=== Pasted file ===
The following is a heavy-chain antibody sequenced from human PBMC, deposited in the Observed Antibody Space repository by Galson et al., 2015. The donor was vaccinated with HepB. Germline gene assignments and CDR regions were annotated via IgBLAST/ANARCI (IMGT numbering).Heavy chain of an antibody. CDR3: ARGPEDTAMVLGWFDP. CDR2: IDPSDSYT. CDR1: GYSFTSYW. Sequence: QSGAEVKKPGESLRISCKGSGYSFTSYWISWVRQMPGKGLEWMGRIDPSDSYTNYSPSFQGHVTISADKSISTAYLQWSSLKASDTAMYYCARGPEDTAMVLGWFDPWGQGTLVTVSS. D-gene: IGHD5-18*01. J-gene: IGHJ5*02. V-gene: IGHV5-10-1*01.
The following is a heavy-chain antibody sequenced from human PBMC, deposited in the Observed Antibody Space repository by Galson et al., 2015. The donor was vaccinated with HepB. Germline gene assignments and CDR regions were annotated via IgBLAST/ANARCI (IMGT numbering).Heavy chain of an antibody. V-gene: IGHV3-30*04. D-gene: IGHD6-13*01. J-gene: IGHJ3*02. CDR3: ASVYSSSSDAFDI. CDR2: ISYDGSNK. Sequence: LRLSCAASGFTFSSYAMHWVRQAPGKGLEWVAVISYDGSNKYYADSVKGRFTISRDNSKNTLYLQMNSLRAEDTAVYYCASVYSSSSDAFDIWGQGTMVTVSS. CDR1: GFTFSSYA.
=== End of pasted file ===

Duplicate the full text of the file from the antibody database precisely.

The following is a heavy-chain antibody sequenced from human PBMC, deposited in the Observed Antibody Space repository by Galson et al., 2015. The donor was vaccinated with HepB. Germline gene assignments and CDR regions were annotated via IgBLAST/ANARCI (IMGT numbering).Heavy chain of an antibody. CDR3: ARGPEDTAMVLGWFDP. CDR2: IDPSDSYT. CDR1: GYSFTSYW. Sequence: QSGAEVKKPGESLRISCKGSGYSFTSYWISWVRQMPGKGLEWMGRIDPSDSYTNYSPSFQGHVTISADKSISTAYLQWSSLKASDTAMYYCARGPEDTAMVLGWFDPWGQGTLVTVSS. D-gene: IGHD5-18*01. J-gene: IGHJ5*02. V-gene: IGHV5-10-1*01.
The following is a heavy-chain antibody sequenced from human PBMC, deposited in the Observed Antibody Space repository by Galson et al., 2015. The donor was vaccinated with HepB. Germline gene assignments and CDR regions were annotated via IgBLAST/ANARCI (IMGT numbering).Heavy chain of an antibody. V-gene: IGHV3-30*04. D-gene: IGHD6-13*01. J-gene: IGHJ3*02. CDR3: ASVYSSSSDAFDI. CDR2: ISYDGSNK. Sequence: LRLSCAASGFTFSSYAMHWVRQAPGKGLEWVAVISYDGSNKYYADSVKGRFTISRDNSKNTLYLQMNSLRAEDTAVYYCASVYSSSSDAFDIWGQGTMVTVSS. CDR1: GFTFSSYA.